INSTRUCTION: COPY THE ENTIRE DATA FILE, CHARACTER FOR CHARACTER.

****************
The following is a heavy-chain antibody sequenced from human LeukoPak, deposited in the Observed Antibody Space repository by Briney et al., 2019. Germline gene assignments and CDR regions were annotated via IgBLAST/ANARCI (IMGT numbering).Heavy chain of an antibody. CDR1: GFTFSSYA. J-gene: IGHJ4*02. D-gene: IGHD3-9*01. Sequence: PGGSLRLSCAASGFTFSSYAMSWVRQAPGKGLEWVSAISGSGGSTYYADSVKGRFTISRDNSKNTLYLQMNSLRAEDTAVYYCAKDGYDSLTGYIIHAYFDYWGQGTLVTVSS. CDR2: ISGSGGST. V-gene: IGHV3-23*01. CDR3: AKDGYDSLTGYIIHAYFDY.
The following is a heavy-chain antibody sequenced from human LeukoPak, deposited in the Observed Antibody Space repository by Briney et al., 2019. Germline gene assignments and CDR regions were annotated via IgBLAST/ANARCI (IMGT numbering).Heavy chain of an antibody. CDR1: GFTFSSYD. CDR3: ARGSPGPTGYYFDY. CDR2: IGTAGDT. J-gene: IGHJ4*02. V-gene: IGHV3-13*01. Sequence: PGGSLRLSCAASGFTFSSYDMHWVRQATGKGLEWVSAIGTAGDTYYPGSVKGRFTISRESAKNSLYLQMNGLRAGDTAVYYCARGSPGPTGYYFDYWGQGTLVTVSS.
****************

The following is a heavy-chain antibody sequenced from human LeukoPak, deposited in the Observed Antibody Space repository by Briney et al., 2019. Germline gene assignments and CDR regions were annotated via IgBLAST/ANARCI (IMGT numbering).Heavy chain of an antibody. CDR1: GFTFSSYA. J-gene: IGHJ4*02. D-gene: IGHD3-9*01. Sequence: PGGSLRLSCAASGFTFSSYAMSWVRQAPGKGLEWVSAISGSGGSTYYADSVKGRFTISRDNSKNTLYLQMNSLRAEDTAVYYCAKDGYDSLTGYIIHAYFDYWGQGTLVTVSS. CDR2: ISGSGGST. V-gene: IGHV3-23*01. CDR3: AKDGYDSLTGYIIHAYFDY.
The following is a heavy-chain antibody sequenced from human LeukoPak, deposited in the Observed Antibody Space repository by Briney et al., 2019. Germline gene assignments and CDR regions were annotated via IgBLAST/ANARCI (IMGT numbering).Heavy chain of an antibody. CDR1: GFTFSSYD. CDR3: ARGSPGPTGYYFDY. CDR2: IGTAGDT. J-gene: IGHJ4*02. V-gene: IGHV3-13*01. Sequence: PGGSLRLSCAASGFTFSSYDMHWVRQATGKGLEWVSAIGTAGDTYYPGSVKGRFTISRESAKNSLYLQMNGLRAGDTAVYYCARGSPGPTGYYFDYWGQGTLVTVSS.